Vintage Digital

EMT

EMT was founded by Wilhelm Franz in Germany in 1940 and as a manufacturer introduced the EMT 140 Plate Reverb in 1957. The EMT 140 revolutionised the recording industry because it was the first artificial reverb to market. Prior to it’s introduction, reverb chambers were required, and those chambers ranged from a stairwell or large basement, with a speaker at one end, and a microphone at the other. The EMT 140 was developed with close co-operation with Dr W Kuhl and the Institute for Radio Technology in Hamburg Germany. A plate reverb is essentially a steel plate 2m2 and .5mm thick, on which a transducer would create waves. The EMT 140 remained the only studio reverb of quality for the next ten years.

The EMT 140 was originally fitted with a single microphone to pickup the reverberant sound of the plate. In 1961 the EMT 140 was fitted with two microphones, enabling two uncorrelated signals to be obtained, creating a stereo reverb effect. Even though the EMT 140 was very large and heavy, it’s footprint was significantly smaller than a basement or stairwell and as such it sold very well, for 25 years! In 1972 EMT introduced the world’s first digital reverb unit, the EMT 144, which was a largely unsuccessful unit. Undeterred, in 1976 EMT teamed up with American company Dynatron to produce the EMT 250 digital reverb. The EMT 250 was a huge success, and is much loved today as it was decades ago. The EMT 250 was not however, just a reverb, it was also the world’s first multi-effects unit offering delay, echo, chorusing and phase effects as well. There have been many models between the EMT 140 and the EMT 250, and more after the EMT 250, but it is the 140 and 250 that are most sought after today and they still command several thousand dollars a piece when they come up for sale.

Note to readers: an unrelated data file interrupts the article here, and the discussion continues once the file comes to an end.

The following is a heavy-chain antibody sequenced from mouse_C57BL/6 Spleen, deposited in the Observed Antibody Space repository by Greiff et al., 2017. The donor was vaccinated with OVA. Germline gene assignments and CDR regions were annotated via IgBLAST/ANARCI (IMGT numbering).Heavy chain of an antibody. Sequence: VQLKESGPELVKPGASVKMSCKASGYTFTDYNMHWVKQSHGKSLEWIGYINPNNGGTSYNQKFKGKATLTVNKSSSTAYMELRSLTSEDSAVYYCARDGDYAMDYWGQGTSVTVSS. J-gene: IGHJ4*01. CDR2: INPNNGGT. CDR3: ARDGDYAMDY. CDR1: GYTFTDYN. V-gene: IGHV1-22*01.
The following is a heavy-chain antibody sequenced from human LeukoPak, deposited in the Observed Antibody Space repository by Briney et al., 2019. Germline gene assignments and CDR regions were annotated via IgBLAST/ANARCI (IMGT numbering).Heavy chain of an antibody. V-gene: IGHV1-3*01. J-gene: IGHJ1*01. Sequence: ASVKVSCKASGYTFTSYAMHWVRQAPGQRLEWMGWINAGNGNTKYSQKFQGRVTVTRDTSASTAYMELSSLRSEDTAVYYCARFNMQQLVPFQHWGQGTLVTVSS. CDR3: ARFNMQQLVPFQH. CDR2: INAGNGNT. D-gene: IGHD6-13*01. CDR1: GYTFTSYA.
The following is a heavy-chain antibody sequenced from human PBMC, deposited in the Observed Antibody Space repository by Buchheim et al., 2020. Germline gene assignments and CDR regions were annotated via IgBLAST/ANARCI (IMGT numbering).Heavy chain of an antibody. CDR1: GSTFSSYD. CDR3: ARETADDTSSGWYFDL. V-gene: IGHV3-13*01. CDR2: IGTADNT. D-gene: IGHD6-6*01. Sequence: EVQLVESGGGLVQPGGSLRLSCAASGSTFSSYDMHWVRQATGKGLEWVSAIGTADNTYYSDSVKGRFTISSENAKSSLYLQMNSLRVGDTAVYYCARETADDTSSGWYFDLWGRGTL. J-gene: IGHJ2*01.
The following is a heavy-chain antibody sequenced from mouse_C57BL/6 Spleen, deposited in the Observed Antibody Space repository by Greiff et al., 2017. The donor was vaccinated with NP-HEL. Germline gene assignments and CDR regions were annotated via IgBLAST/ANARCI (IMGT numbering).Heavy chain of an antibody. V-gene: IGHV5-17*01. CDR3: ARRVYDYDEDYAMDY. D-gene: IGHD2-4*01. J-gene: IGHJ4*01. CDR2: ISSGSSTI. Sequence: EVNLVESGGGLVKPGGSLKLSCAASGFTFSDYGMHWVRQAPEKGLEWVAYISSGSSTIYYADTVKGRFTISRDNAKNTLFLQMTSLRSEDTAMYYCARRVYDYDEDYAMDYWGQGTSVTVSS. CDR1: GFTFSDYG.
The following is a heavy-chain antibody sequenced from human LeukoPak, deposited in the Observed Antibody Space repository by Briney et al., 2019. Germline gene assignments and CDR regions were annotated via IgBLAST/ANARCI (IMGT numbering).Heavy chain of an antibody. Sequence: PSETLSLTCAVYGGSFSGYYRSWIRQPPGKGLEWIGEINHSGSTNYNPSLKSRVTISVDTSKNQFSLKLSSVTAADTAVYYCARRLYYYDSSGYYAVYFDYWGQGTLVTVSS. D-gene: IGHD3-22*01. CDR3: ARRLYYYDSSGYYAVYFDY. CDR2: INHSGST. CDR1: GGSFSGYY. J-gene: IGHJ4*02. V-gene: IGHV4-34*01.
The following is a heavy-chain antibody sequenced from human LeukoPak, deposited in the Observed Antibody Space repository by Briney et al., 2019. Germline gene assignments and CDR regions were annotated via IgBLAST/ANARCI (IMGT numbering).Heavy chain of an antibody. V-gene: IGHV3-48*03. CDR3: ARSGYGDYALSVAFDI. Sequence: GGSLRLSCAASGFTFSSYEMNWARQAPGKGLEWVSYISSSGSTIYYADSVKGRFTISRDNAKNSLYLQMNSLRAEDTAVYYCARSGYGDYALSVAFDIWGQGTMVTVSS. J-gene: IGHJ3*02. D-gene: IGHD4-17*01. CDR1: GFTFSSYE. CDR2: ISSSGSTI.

EMT 252 Digital Reverb

It’s no secret that the “EMT sound” is a key ingredient of many hit records. It’s been that way for over 25 years. The very first unit, the EMT 140, is still used by major studios. And the sound of their big digital units. the 250 and 251, is legendary. In 1985 EMT introduced the EMT 252, offering more features than the 250 and 251.

EMT 250 Digital Reverb

The EMT 250 Digital Reverb is completely electronic, with no moving parts; ruggedly built and insensitive to shock or vibrations…and a studio legend! Extremely versatile with many programming possibilities and adjustment of parameters. The EMT 250 Digital Reverb uses high-value digital words (12 bit, quasi 15 bit) to virtually eliminate intrinsic and quantizing noise.

EMT 240 Reverb Foil

In 1971 after huge success with the EMT 140, EMT delivered the EMT 240 Reverb Foil. The surface of the vibrating 0.02 mm gold foil measured only 30 X 30 cm. The foil was contained in a double enclosure affording very high isolation from airborne and solid-borne disturbances, sufficient to allow placement of the EMT 240 even in mobile units or – at a sound pressure level of 105 dB – next to monitor loudspeakers

EMT 140 Plate Reverb

The EMT 140 was the worlds first artificial reverb unit and it changed the recording world by allowing any studio to have “reverb on tap”, even smaller studios who did not have physical echo/reverb chambers. A echo/reverb chamber is essentially a large room, a very large room usually, with a speaker at one end and a microphone at the other. Usually there would be multiple microphones placed at varying distances from the speaker to provide long or short reverb times.
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